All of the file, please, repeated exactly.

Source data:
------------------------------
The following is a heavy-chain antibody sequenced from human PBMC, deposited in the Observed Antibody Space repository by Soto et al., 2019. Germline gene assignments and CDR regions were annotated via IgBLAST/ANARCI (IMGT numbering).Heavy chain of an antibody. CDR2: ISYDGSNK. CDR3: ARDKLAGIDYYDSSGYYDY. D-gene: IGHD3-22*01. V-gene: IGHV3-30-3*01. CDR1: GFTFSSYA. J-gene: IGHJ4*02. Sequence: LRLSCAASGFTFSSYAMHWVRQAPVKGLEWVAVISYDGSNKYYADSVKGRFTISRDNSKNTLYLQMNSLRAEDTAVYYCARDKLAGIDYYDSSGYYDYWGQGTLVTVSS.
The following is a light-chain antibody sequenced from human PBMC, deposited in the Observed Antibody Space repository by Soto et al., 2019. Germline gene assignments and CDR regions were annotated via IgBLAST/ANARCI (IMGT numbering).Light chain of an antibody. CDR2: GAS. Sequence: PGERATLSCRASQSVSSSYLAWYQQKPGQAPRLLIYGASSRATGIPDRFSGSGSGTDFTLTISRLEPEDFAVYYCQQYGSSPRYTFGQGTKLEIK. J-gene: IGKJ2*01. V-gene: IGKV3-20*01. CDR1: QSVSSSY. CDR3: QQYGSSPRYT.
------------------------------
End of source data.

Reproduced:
The following is a heavy-chain antibody sequenced from human PBMC, deposited in the Observed Antibody Space repository by Soto et al., 2019. Germline gene assignments and CDR regions were annotated via IgBLAST/ANARCI (IMGT numbering).Heavy chain of an antibody. CDR2: ISYDGSNK. CDR3: ARDKLAGIDYYDSSGYYDY. D-gene: IGHD3-22*01. V-gene: IGHV3-30-3*01. CDR1: GFTFSSYA. J-gene: IGHJ4*02. Sequence: LRLSCAASGFTFSSYAMHWVRQAPVKGLEWVAVISYDGSNKYYADSVKGRFTISRDNSKNTLYLQMNSLRAEDTAVYYCARDKLAGIDYYDSSGYYDYWGQGTLVTVSS.
The following is a light-chain antibody sequenced from human PBMC, deposited in the Observed Antibody Space repository by Soto et al., 2019. Germline gene assignments and CDR regions were annotated via IgBLAST/ANARCI (IMGT numbering).Light chain of an antibody. CDR2: GAS. Sequence: PGERATLSCRASQSVSSSYLAWYQQKPGQAPRLLIYGASSRATGIPDRFSGSGSGTDFTLTISRLEPEDFAVYYCQQYGSSPRYTFGQGTKLEIK. J-gene: IGKJ2*01. V-gene: IGKV3-20*01. CDR1: QSVSSSY. CDR3: QQYGSSPRYT.